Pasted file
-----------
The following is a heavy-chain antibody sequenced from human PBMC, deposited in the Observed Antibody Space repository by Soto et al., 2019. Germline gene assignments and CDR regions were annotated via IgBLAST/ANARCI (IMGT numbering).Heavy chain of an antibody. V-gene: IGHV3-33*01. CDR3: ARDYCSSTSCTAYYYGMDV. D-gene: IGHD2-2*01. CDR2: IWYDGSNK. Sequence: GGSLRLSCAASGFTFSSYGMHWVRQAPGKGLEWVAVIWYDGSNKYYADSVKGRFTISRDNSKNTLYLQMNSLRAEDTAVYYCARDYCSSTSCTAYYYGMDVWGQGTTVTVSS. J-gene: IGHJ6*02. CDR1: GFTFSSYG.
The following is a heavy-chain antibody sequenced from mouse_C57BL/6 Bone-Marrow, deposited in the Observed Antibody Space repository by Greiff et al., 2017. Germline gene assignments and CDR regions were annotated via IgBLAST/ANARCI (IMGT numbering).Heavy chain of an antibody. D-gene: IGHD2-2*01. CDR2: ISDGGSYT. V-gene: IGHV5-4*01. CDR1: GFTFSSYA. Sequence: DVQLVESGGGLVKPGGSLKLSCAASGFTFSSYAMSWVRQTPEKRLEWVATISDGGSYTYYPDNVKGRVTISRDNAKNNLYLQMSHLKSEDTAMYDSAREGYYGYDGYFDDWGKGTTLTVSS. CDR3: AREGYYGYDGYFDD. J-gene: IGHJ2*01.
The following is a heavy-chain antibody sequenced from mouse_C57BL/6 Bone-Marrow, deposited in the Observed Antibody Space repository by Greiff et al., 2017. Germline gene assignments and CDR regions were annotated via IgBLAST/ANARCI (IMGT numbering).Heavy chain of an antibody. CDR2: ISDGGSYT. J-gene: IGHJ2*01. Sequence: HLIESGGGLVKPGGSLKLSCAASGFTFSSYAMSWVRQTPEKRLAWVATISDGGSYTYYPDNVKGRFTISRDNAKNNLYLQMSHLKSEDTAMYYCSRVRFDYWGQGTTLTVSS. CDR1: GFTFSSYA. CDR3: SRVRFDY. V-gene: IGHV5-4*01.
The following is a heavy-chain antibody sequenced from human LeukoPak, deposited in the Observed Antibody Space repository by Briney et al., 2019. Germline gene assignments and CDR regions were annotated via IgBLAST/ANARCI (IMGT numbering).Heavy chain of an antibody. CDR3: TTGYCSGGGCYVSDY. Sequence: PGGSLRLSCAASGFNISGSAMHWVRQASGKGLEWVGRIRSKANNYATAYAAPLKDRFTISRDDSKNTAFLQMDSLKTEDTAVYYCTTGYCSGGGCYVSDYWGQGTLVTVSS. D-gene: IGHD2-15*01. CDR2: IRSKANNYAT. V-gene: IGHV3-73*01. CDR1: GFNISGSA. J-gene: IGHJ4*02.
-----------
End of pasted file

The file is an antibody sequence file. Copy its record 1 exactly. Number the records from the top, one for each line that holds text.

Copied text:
The following is a heavy-chain antibody sequenced from human PBMC, deposited in the Observed Antibody Space repository by Soto et al., 2019. Germline gene assignments and CDR regions were annotated via IgBLAST/ANARCI (IMGT numbering).Heavy chain of an antibody. V-gene: IGHV3-33*01. CDR3: ARDYCSSTSCTAYYYGMDV. D-gene: IGHD2-2*01. CDR2: IWYDGSNK. Sequence: GGSLRLSCAASGFTFSSYGMHWVRQAPGKGLEWVAVIWYDGSNKYYADSVKGRFTISRDNSKNTLYLQMNSLRAEDTAVYYCARDYCSSTSCTAYYYGMDVWGQGTTVTVSS. J-gene: IGHJ6*02. CDR1: GFTFSSYG.